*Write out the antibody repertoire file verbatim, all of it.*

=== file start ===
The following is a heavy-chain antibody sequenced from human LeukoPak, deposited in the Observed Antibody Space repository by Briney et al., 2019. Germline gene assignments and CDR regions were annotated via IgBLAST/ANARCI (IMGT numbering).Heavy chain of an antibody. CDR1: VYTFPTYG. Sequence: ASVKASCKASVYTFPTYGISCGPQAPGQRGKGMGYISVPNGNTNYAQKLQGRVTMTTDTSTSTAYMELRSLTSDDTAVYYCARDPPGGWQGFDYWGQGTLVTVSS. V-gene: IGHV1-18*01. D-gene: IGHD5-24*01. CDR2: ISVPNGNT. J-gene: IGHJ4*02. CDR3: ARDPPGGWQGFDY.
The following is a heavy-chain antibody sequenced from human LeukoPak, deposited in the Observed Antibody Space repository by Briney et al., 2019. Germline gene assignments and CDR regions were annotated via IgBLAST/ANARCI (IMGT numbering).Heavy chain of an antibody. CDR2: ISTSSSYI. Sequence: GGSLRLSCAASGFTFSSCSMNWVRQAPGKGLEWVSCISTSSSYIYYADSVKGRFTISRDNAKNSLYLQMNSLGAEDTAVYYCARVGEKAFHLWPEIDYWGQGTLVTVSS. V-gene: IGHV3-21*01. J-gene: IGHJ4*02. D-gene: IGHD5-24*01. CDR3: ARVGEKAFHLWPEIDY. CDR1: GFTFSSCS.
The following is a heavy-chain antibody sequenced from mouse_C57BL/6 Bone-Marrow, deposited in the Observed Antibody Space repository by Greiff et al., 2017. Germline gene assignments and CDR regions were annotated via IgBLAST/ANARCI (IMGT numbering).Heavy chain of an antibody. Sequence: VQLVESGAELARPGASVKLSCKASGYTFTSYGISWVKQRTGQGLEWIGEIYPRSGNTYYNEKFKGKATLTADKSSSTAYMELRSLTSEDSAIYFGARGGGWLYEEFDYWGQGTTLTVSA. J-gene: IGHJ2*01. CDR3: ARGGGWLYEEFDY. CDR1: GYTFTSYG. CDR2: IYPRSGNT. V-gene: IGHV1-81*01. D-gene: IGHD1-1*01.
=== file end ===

The following is a heavy-chain antibody sequenced from human LeukoPak, deposited in the Observed Antibody Space repository by Briney et al., 2019. Germline gene assignments and CDR regions were annotated via IgBLAST/ANARCI (IMGT numbering).Heavy chain of an antibody. CDR1: VYTFPTYG. Sequence: ASVKASCKASVYTFPTYGISCGPQAPGQRGKGMGYISVPNGNTNYAQKLQGRVTMTTDTSTSTAYMELRSLTSDDTAVYYCARDPPGGWQGFDYWGQGTLVTVSS. V-gene: IGHV1-18*01. D-gene: IGHD5-24*01. CDR2: ISVPNGNT. J-gene: IGHJ4*02. CDR3: ARDPPGGWQGFDY.
The following is a heavy-chain antibody sequenced from human LeukoPak, deposited in the Observed Antibody Space repository by Briney et al., 2019. Germline gene assignments and CDR regions were annotated via IgBLAST/ANARCI (IMGT numbering).Heavy chain of an antibody. CDR2: ISTSSSYI. Sequence: GGSLRLSCAASGFTFSSCSMNWVRQAPGKGLEWVSCISTSSSYIYYADSVKGRFTISRDNAKNSLYLQMNSLGAEDTAVYYCARVGEKAFHLWPEIDYWGQGTLVTVSS. V-gene: IGHV3-21*01. J-gene: IGHJ4*02. D-gene: IGHD5-24*01. CDR3: ARVGEKAFHLWPEIDY. CDR1: GFTFSSCS.
The following is a heavy-chain antibody sequenced from mouse_C57BL/6 Bone-Marrow, deposited in the Observed Antibody Space repository by Greiff et al., 2017. Germline gene assignments and CDR regions were annotated via IgBLAST/ANARCI (IMGT numbering).Heavy chain of an antibody. Sequence: VQLVESGAELARPGASVKLSCKASGYTFTSYGISWVKQRTGQGLEWIGEIYPRSGNTYYNEKFKGKATLTADKSSSTAYMELRSLTSEDSAIYFGARGGGWLYEEFDYWGQGTTLTVSA. J-gene: IGHJ2*01. CDR3: ARGGGWLYEEFDY. CDR1: GYTFTSYG. CDR2: IYPRSGNT. V-gene: IGHV1-81*01. D-gene: IGHD1-1*01.